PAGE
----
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When swimming in open water, the key is to pick a fixed object, whether it’s a buoy or a pier, and something else behind it that is also fixed.

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Leaving the secure confines of the pool – lane lines, ropes, placid water – can be panic-inducing. When it comes to swimming in an ocean or a lake, the most important thing you can do is remain calm.

“Most people have some kind of anxiety or fear that they bring with them,” says Peter Scott, head coach and president of Sea Hiker, a Vancouver-based company that offers open-water swimming lessons. “Staying close to shore helps a lot,” Scott says.

Scott recommends going only 10 or 20 feet from shore to build your comfort level. And swim parallel to shore to better orient yourself.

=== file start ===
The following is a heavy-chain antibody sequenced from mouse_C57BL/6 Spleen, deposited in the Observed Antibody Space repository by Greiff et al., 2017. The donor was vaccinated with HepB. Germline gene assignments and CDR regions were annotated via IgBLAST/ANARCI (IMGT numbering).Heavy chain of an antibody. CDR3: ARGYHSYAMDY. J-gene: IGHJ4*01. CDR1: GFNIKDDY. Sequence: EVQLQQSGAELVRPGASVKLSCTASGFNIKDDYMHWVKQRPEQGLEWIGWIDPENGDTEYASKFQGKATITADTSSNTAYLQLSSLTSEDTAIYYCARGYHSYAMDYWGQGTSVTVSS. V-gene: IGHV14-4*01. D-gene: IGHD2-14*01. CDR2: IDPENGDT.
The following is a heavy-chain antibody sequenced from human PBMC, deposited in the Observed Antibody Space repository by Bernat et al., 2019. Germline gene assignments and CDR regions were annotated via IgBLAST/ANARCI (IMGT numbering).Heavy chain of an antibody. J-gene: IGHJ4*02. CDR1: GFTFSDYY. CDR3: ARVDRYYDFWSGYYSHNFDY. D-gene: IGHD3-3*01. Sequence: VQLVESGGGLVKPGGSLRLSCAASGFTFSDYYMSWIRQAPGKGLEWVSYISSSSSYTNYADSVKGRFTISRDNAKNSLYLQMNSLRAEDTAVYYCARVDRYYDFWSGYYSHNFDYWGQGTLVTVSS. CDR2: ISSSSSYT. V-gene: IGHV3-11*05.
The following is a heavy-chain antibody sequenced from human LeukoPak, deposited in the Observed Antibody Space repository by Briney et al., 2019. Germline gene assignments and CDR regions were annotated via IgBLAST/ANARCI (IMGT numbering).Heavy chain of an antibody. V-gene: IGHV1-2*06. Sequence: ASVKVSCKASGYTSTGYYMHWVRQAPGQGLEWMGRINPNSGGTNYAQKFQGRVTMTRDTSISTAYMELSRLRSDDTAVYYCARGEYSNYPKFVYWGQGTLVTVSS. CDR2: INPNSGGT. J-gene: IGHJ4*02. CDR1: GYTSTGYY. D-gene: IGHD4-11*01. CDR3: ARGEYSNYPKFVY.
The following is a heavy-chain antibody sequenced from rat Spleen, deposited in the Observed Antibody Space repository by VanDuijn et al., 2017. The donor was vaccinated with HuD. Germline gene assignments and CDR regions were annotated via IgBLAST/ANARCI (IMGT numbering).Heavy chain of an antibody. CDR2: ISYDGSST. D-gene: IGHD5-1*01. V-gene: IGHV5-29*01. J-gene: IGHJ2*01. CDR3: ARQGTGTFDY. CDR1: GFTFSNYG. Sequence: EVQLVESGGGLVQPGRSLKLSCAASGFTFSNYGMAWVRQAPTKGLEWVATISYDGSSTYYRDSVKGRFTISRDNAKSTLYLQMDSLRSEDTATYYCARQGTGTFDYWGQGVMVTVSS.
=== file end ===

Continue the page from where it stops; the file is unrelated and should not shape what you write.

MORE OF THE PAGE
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Once you’re comfortable enough to venture out in any direction you choose – one of the joys of open-water swimming – you’ll need to learn to sight, assuming you want to follow a particular course.

Don’t pick a single object to steer by. “If you look at a single object you actually have no way of knowing if you’re going in a straight line to it,” Scott says.

The key is to pick a fixed object, whether it’s a buoy or a pier, and something else behind it that is also fixed. If the two are lined up, you know you’re on line. The greater the gap between them, the more off-course you are.

“You have to check where you are every five to 10 strokes. Most people don’t swim in a straight line at all,” Scott says.

Of course, if you simply want to enjoy meandering in the water, and you’re not, say, a budding triathlete, sighting isn’t as essential.

Whatever your reasons for being in the water, however, do some research about the current, undertows, riptides – anything that might endanger you.

Abandoning the safe predictability of the pool doesn’t mean you should be reckless. Be safe, be calm and be a bold swimmer.

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